Adapting your favorite book is one of the most difficult appearances on television. Change too much and risk the wrath of passionate fans; change too little and risk losing magic in replicated story rhythms that make more sense on the page than on the screen. Despite their constant overlap, television and story are two completely different media that usually require a completely different approach. Playing what makes a book sing for its readers is not as easy as casting a group of telegenic actors for roles. Good and real material adaptation beyond basic transposition requires not only skill but also flexibility.
The sharp Netflix adaptation “Shadow and Bone” by “Arrival” writer Eric Heisserer is about the popular fantasy series Leigh Bardugo. Composed of the central trilogy and the various spin-offs in “The Grishaverse”, this is the kind of series with so many terms, languages, and traditions of its own that it might be advisable to include credits; otherwise, the constant allusions in imaginary languages may merge into one unreadable syllable soup. However, it didn’t take long for me to fully immerse myself in it, lured by clever choices, engaging actors, costumes, and a set that dances on the edge of lush and camp. And even if it never becomes as overtly bloody as the events in the book might suggest, this Shadow and Bone still has its genuinely surprising moments, especially as it prepares for what lurks in the seemingly endless darkness of the Fold.
The heroine of Bardugo will seem familiar to anyone who delves into the YA genres, fantasy or both. Alina Starkov is an orphan who, in the most traumatic moment of her life, discovers that she has special abilities that can save her world once and for all from an oppressive “fold” – a vast space of shadows separating struggling nations. While many others (“Grisha”) have powers, Alina is unique to her, making her the classic Chosen One figure whose mere existence threatens the order of the old world while promising a shiny new one.
However, the Netflix version takes Alina’s unique place a step further, making her two-fold. Alina, played by Jessie Mei Li, has long felt out of place in Ravka, the Soviet-style nation she grew up in. (Her mother, lost many years ago by The Fold, was “Shu”, the deputy of the East Asian TV series.) With only her best friend Mal (Archie Renaux) to rely on, Alina spent her entire life saying there was not enough, and therefore all the more determined to prove its worth. Her character does not change between the book and the screen so much that it becomes a more focused version with more space to distinguish itself from the source material. (And yes: the fact that Alina proves to be the key to saving both worlds from her after being stuck between them for years is a fitting twist to the book’s main conceit.)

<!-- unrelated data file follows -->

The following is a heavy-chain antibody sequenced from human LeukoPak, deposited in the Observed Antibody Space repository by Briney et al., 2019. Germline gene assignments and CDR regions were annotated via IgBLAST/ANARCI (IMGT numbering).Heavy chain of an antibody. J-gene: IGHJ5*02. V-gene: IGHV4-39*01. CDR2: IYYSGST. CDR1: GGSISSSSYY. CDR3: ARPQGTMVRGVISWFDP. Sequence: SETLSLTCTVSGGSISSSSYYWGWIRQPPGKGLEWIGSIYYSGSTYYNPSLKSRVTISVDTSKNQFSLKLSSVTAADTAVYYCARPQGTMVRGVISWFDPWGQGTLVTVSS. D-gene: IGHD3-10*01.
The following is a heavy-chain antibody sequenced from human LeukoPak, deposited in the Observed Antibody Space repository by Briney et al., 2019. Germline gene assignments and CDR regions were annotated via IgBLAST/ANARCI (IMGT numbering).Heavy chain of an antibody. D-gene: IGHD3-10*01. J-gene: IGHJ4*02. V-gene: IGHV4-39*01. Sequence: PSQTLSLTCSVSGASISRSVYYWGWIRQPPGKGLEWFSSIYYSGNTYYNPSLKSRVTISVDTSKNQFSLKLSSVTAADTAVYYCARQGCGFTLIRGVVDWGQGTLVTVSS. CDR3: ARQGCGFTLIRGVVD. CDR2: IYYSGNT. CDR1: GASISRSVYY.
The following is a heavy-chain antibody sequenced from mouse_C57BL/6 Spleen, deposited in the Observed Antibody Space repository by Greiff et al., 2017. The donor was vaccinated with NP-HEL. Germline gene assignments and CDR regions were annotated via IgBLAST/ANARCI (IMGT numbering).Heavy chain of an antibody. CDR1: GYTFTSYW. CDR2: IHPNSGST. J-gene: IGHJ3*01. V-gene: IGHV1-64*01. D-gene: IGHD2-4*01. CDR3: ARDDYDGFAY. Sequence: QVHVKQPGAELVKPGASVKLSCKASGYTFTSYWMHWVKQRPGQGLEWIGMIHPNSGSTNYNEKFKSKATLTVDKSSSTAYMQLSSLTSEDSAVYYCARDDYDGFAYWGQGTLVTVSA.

Throughout the first season, “Shadow and Bone” continues to fit the book’s original plan, sharply departing from it and borrowing elements of the expanded Grishaverse Bardugo to create its own thorny, engaging world. It’s an ambitious approach, not least because the show only has eight episodes where you can tell a story, which causes some spine transitions as it rushes to move on to the next big story point. For the most part, however, Shadow and Bone does not bite more than it can chew, focusing its energy on refining its characters and the universe in a way that could hold it outside of any single book.
Alina’s story unfolds much as it does in the entire first volume of Bardugo, but the season’s side plots borrow entirely from other books. The trio of rogues “Crow” – the acrobatic spy Inej (Amita Suman), the sharpshooter Jesper (Kit Young) and the leader of Kaz (Freddy Carter) – are not included in the actual book “Shadow and Bone”, but are nevertheless an integral part of the series with their own mission. The same goes for the defiant Grisha Nina (Danielle Galligan) and her distrustful kidnapper Matthias (Calahan Skogman), though in the least urgent plot they are stuck on the fringe of the show. By extending Shadow and Bone beyond Alina’s experience, the series makes her world feel so much larger, denser and complex. This works especially well with Crows, with Inej Sumana and Jesper Young providing a correspondingly welcome depth and humor.
Even so, the series’ powerhouse is Alina, a challenge that Li takes up. Whether it depicts Alina struggling with her sudden new powers, longing for Mal, or is drawn to the mysterious General Kirigan (totally devoted to Ben Barnes), Li creates an irresistible center of gravity. Her Alina is smart and loyal, irritated and hasty, broken and stubborn. The show’s most obvious climaxes usually involve Grisha’s throwing the elements at himself, but the most effective unfolds entirely on Alina’s face, lined with pain, joy and worry.
Often the character of Chosen One is the least interesting story because she is the Sun around which everyone else has to revolve. This is not the case with Alina Li, a heroine as reliably sensitive as she is courageous. If Netflix had given their Shadow and Bone enough time outside of this installment to untangle a lot of tangled threads, there’s no question this version of Alina could hold onto that.
The premiere of “Shadow and Bone” will take place on Friday, April 23 on Netflix.